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Thanks @Mike Garrett
When I was researching the Furman lineup I didn’t see anything that supplied 240v/30a. I did fine one that could plug into 240v but only supplied 120v.

Looking at Amazon, this sort of relay seems like it’s too easy. I doubt my amp will ever draw 30amps and certainly shouldn’t do it continuously, so I wonder if this is the next step or if I stick with what I read here about the mechanical relays and using a diode.
Yeeco 30A High Current 12V Contactor Relay Switch Power Switch DC Power Switching Control Board Control Module Electrical Relay switches for Cooler Heater Refit Water Heater Control Amazon.com: Yeeco 30A High Current 12V Contactor Relay Switch Power Switch DC Power Switching Control Board Control Module Electrical Relay switches for Cooler Heater Refit Water Heater Control: Electronics

Did all of the relays need additional power above and beyond what the 12v remote signal offered? Is this why people were using wall-warts and atx power supplies?
I have to imagine since the clones have been so popular lately in 240v that someone is doing something like this.
That relay you linked will work great. I have built many of these devices using it or one very similar.
 

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That relay you linked will work great. I have built many of these devices using it or one very similar.
Ya know, when I went back and read the reviews, the guy who bought it for 240VAC noted that it won't work for 240VAC and that both inputs/outputs were shorted together on the board.
There was a reviewer who built a 120VAC box for his home theater on there too, so it seems that it will work for 120V which is what I'm sure most people would use it for.
 

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Ya know, when I went back and read the reviews, the guy who bought it for 240VAC noted that it won't work for 240VAC and that both inputs/outputs were shorted together on the board.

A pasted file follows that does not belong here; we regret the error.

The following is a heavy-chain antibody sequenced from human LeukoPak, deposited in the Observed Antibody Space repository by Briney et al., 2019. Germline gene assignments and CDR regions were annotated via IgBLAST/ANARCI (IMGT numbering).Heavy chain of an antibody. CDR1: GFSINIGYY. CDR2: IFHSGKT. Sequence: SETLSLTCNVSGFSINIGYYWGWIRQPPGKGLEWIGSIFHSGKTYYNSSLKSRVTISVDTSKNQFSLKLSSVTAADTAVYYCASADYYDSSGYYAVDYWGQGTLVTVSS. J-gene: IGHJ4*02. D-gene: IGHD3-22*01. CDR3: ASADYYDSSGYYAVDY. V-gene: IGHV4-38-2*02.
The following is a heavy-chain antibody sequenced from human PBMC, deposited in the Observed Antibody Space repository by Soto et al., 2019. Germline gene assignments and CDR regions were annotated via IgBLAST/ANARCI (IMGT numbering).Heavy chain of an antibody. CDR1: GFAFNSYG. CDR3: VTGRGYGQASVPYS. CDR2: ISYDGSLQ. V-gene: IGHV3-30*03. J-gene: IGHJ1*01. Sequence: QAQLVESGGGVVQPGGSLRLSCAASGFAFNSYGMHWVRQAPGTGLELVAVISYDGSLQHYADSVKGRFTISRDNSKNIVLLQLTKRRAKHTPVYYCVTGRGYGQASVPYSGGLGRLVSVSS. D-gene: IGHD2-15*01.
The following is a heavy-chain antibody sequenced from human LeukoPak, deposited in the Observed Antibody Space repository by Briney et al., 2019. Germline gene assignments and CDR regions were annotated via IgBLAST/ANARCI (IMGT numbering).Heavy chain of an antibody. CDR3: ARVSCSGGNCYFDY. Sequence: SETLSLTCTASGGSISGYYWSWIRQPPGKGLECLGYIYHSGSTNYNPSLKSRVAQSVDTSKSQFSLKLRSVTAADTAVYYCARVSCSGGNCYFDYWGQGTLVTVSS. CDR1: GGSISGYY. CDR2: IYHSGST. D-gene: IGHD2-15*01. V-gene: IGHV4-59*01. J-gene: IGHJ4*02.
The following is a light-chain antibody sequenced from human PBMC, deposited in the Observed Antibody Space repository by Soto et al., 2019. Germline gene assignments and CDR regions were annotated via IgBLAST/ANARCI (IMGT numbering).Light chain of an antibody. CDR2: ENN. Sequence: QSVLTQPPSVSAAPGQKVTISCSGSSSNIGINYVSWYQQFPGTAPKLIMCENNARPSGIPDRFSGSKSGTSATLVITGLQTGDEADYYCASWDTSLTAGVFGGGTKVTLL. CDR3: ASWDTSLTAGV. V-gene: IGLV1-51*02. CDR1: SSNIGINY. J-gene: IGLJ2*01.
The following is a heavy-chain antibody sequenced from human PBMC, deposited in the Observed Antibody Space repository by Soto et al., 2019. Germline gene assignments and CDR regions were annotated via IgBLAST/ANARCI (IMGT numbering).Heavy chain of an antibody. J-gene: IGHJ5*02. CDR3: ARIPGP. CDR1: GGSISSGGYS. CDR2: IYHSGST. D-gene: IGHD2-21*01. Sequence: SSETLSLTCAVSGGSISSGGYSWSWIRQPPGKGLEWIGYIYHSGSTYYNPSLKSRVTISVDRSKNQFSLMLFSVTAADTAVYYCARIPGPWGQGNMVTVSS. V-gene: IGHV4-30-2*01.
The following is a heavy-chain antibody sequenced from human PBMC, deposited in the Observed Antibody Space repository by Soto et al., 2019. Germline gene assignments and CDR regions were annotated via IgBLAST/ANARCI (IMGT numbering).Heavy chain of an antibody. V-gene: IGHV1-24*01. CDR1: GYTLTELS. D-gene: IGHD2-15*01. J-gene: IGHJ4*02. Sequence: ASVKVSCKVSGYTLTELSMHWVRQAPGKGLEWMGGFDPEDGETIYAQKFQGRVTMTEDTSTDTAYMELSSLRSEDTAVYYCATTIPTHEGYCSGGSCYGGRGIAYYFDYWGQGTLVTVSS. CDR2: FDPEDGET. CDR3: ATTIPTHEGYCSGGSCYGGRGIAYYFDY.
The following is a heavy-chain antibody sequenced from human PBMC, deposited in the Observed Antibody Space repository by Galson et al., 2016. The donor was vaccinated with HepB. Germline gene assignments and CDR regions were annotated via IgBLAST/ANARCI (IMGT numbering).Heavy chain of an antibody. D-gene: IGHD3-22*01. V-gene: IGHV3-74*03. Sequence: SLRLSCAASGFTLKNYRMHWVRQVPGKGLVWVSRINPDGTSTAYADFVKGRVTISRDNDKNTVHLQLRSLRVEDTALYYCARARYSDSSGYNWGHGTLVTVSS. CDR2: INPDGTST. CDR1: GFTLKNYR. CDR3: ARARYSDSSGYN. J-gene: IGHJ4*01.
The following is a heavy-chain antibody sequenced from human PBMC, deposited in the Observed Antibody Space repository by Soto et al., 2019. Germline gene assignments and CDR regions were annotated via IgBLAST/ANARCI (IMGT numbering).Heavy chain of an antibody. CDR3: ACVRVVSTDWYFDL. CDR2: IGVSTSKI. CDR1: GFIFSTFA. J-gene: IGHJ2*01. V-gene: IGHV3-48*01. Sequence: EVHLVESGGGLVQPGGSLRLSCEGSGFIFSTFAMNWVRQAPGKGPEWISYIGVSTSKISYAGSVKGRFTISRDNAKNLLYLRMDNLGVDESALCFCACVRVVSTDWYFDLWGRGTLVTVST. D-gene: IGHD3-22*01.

There was a reviewer who built a 120VAC box for his home theater on there too, so it seems that it will work for 120V which is what I'm sure most people would use it for.
It's a single relay. You have 12v+, 12v-, then a single passthrough. That passthrough can handle the voltage. If your device is 240v, meaning it has 120 in 2 separate wires and a common, then cant you just put the common on it? The break in common should be enough to power your device.
 

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It's a single relay. You have 12v+, 12v-, then a single passthrough. That passthrough can handle the voltage. If your device is 240v, meaning it has 120 in 2 separate wires and a common, then cant you just put the common on it? The break in common should be enough to power your device.
I guess you’re asking me the same question I am trying to get an answer for, lol.
Isn’t 240V (2) 120v hots and (1) ground? I don’t believe any of those are referred to as common... but I’m not an electrician.
 

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I guess you’re asking me the same question I am trying to get an answer for, lol.
Isn’t 240V (2) 120v hots and (1) ground? I don’t believe any of those are referred to as common... but I’m not an electrician.
Common & Neutral are the same. The 240v is 2 hots at 120v, 1 neutral and 1 safety ground. Switching the neutral with a device like shown would kill the circuit. The other option is to find a dual post relay to switch both hots.
 
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